There are about 400,000 Americans with a diagnosis of multiple sclerosis (MS), and 2.5 million worldwide, making it the most common neurological disease among younger and middle-aged people. Women are twice as likely to be diagnosed as men. It s cause is unknown, but MRI studies show a fairly diagnostic pattern of demyelinization: loss of the protective or insulating white matter in the brain and other areas of the central nervous system. While there is no cure, most cases stabilize or progress quite slowly, and there are now several therapeutic methods that suppress disease activity with minimal side effects.
If a common food product can be shown to prevent or reduce the risk of MS, that would be a major benefit. So now we have a new study in which two separate case-control cohorts were analyzed based on levels of coffee consumption (among other factors), and both showed about a one-third lower risk for MS among the highest levels of coffee ingestion as compared to non-coffee drinkers.
The combined studies are not published yet, so some details remain sketchy, but the broad features are available, released by the American Academy of Neurology and the lead author, Dr. Ellen Mowry, assistant professor of neurology at Johns Hopkins in Baltimore. The author and her co-authors studied two separate groups, one (584) American and the other (1,600) Swedish, with MS. They compared each case to controls without MS and assessed their coffee consumption over the previous 5 and 10 years (the case controls numbered 581 in the US and 2,800 Swedes).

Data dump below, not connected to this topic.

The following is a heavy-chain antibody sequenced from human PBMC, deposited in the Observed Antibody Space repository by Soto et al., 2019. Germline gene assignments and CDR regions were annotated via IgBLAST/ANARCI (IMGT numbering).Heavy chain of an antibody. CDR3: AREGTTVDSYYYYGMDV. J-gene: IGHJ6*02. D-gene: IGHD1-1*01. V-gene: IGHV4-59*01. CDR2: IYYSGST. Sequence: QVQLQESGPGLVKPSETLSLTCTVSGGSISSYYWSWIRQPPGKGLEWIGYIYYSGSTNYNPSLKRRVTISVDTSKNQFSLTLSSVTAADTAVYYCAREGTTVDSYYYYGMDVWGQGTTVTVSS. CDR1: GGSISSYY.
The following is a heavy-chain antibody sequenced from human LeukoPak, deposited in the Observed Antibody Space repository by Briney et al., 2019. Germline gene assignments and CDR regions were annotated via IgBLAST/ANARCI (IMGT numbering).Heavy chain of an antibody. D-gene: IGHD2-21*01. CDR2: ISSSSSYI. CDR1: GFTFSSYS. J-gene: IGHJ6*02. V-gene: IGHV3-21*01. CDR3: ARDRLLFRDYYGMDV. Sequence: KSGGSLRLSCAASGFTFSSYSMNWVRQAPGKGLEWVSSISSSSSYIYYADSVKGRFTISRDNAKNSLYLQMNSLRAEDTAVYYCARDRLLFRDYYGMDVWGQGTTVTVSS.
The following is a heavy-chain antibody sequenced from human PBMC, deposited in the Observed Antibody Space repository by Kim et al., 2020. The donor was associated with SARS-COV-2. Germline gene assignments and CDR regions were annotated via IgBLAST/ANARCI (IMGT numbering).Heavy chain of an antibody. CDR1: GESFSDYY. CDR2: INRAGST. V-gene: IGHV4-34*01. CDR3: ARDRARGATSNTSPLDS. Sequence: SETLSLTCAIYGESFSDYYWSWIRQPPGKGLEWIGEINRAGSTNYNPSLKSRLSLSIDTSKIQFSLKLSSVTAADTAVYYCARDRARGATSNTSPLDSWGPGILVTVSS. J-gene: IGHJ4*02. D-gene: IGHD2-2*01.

The results were fairly consistent between the two groups: drinking six cups of coffee daily was associated with about one-third lower risk of developing MS over that period of time. Other factors known to be associated with risk of MS were controlled for, as best as it was feasible to do so. And the amount of coffee consumed was based upon retrospective dietary recall.
ACSH s Dr. Gil Ross had this comment: Under the best of circumstances, a finding of a 30 percent difference between a control and a study group in an observational report amounts to little support for a cause-and-effect relationship. When the data depend on dietary recall, the odds of a real finding go down even further. And there is no plausible biological mechanism to explain such an effect. Listen: I like coffee, a lot. But I d be remiss if I used this study to advise patients or readers here to ramp up their java intake to protect them from MS. The disease, while of major concern to those who have it and their loved ones, is uncommon and amenable to remittive therapies; forcing yourself to have 6+ cups of coffee each day is quite a burden unless you re in Italy and not supported by this study.